The Bride's First Night

From Wikisource
Jump to: navigation, search
The Bride's First Night  (1897) 
as printed in the 1897 National Ballad and Song by John S. Farmer.

By "W. C"; from Rawlinsoii MS., Poet. 214, leaf 71, back

Being entered, and the bed with all thinges sett,
Vpon the side thereof a while ihey sitt.
when left alone, they talke and toy & smile,
She, whilst she canne, the tyme seeks to beguile,
till sudingly her cheekes are all bewept,
to loose so soone what she so long hath kept;
& oft she castes her eyes vpon the place
where she is to wrastle ; and she highdes her face.
He with such gentle force compells the Lasse,
as would not breake her, were she made of glasse,
so loth he is to hurt her; yet he throwghs
her softly downe, and to her side he growes.
Venus begins to teach them a new trade,
The marrage quene here play es the chamber-maide :
Juno her-selfe, whose new affections growne,
and there attends to teach them Marse vnknowne,
the whilst he seekes for babyes in her eyes,
feeles her white neck, & ivery breasts that rise
Like 2 white snowy hills, and still doth praise
all that he feeles or touches ; then thus sayes :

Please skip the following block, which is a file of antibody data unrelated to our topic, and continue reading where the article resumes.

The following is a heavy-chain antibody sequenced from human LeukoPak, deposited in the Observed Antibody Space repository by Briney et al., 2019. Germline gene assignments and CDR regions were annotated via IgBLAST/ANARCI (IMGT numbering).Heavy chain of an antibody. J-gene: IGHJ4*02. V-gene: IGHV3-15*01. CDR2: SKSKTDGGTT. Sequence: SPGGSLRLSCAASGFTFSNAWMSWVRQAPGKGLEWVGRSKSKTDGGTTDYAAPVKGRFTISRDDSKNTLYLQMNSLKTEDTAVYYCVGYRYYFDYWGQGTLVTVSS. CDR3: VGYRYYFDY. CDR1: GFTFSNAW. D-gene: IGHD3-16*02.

" O frish and flourishing Virgin now in brid,
and are you growne at length so near my side;
of all my hopes the storehouse and the treasure,
my long-expected, now my greatest pleasure;
my sweet & dearest loue, this could not be
nor happen thus, but by the gods decree;
& will [you] now the power of loue withstande ?"
at this she tumes, & stayes his forward hand,
trembling to think of that which was to ensue,
or proue the thinge which yet she neuer knew;
twixt hope and fear she thus replyes:
" O faire and louely youth, Hst t' a Virgins prayre !
of the ingrate, by those which gauc the such,
thy parents bee, I only beg thus much:
pitty my tears, put me to noe affright,
I only craue repriue but for this night"
with [that] she seemes intraunst, and prostrate lyes,
hath not one word to vtter more, nor eyes
to see herselfe vnvirgeyned, winkes, lyes still,
& since be needes must, letts him act his will :
betwixt them too, they quench loues amorrous fires,
she what she feares, he what he long desires.